Manutti’s & Lionel Doyen’s intersecting paths
Manutti strives for long-term relationships and resolutely selects designers who complement its own attitude, both from a professional and a personal point of view. The collaboration with French design Lionel Doyen illustrates this perfectly with two consecutive successful collections: KUMO (2016) and SAN (2017). Read more details here about how our paths have crossed, how we work together and what drives us.
When and how did you meet?
Jérôme Prudhomme | Manutti Creative Director (left) Our collaboration with the designer Lionel Doyen began in 2013. At our first meeting, we discussed our respective views regarding possible creations and our ambition for the Manutti brand. We shared a passion for design, technique and attention to detail, and we wanted to create an iconic new piece that would embody this creative renewal of the brand. Lionel immediately began working on a new seating unit that would be available for both contractual customers and the residential sector. Kumo inspired love at first sight! He has perfectly conveyed the identity and inspirations of the brand.
Lionel Doyen | Designer (right) We met at Maison et Objet in 2013, where I went to present a work for the Dickson-Constant brand. Quite soon, I realised that we had the same expectations and aspirations. The collaboration was established very soon afterwards, and I started to develop the Kumo range just a few months after our meeting.
What are the creative inspirations of Kumo and San?
JP With Kumo, we wanted a product that was as iconic as the Air collection. Air has been a real best-seller for Manutti, making an impression with its offbeat style and its seating that hovers delicately on its platform as though in levitation.
We wanted innovative designer furniture for both contract and residential, with a system of multifunctional, comfortable and ingeniously designed seating.
For San, the objective of this new seating was to confirm Manutti’s high-end expertise, but also to display new creative inspirations that were totally unprecedented for the brand. With its Japanese style, clean lines and fine materials, San can be used both by professionals and the general public, both outdoors and indoors.
LD It is often hard to define the original inspiration, as influences are limitless. Creativity is fed, consciously or unconsciously, by our experience, our encounters, our travels, our friends, our reading, our leisure and so on.
For Kumo, Manutti had asked me to think about a range of poufs, and I had it in mind to create a seating system that would be modular, in response both to the constraints of the residential market and the requirements of bespoke projects. We therefore devised an autonomous space, a kind of independent island.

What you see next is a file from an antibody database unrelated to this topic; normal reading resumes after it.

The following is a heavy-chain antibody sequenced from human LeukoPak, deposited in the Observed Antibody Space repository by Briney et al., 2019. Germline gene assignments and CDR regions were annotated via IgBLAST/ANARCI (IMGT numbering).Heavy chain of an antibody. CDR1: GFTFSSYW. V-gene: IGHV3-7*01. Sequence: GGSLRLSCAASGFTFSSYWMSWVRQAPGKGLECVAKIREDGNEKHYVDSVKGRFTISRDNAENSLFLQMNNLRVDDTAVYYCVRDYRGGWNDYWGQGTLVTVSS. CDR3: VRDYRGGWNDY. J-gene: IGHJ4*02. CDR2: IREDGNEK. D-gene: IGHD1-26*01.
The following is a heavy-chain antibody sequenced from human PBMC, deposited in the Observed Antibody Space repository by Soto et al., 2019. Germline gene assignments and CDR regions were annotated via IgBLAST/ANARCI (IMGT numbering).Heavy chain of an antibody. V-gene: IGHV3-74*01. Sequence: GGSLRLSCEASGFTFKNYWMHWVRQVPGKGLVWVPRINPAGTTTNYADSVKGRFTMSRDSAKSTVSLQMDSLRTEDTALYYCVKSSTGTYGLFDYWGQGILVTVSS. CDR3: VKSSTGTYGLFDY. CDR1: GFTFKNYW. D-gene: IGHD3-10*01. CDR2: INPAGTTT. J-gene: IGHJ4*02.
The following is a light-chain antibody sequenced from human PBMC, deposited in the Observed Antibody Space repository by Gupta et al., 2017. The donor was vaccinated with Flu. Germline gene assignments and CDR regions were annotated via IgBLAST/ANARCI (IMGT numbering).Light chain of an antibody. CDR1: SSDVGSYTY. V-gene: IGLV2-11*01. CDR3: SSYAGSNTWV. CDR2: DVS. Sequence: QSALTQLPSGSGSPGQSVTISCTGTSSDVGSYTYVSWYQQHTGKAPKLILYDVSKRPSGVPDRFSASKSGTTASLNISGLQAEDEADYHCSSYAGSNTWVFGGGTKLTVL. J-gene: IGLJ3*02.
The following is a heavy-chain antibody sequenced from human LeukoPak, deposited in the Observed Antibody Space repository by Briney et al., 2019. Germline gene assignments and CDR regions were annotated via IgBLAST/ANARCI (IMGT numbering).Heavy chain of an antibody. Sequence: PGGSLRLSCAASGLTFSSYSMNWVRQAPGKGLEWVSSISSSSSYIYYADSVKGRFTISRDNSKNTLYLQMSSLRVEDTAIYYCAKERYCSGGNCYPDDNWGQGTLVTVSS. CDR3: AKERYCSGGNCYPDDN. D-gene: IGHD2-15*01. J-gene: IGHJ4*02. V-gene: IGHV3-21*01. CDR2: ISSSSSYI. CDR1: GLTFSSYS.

San is the fruit of our second collaboration, and echoes the first. The intention of this new seating was to offer great flexibility of use while also having a product that was very different from the other collections. I wanted to create a piece that could be used and deployed on a modular basis in many different ways – that had the potential for personalisation.
© Lionel Doyen
What is Manutti seeking to achieve with this new design approach?
JP With San we wanted to free ourselves from the codes of outdoor design, to reinvigorate the existing collections, and to affirm a strong and iconic design in order to highlight Manutti’s high-end expertise. Today both demand and patterns of use have changed. Manutti wanted to respond to an intermediate demand, with a collection of furniture designed for smaller, more realistic spaces. Our goal is to work regularly with designers and other creative people, in order to develop new lines and introduce uses for furniture that have not previously been habitual.
LD The design aspect is intended to prompt reflection on changes and innovations. For some years now, there has definitely been a blurring of boundaries between outdoors (terrace, garden, balcony) and indoors (kitchen, living room and so on). People want some permeability! My creative ambition for Manutti is to break down distinctions between originally specific and separate uses.
What has the response been like to these two collections? Have they been well received by MANUTTI’s customers?
JP We have had very good feedback from our customers but also from new contacts. Kumo responds perfectly to market demand, whether professional or residential, and San has had clear success in major contractual projects at national and international level. This latest creation has consolidated Manutti’s image, affirming the brand’s high-end positioning and thus opening the door to new projects and new customers. Other collaborations with designers are also planned.
LD The feedback is so positive that we are already working on a third collection including a seating unit with wood finishing.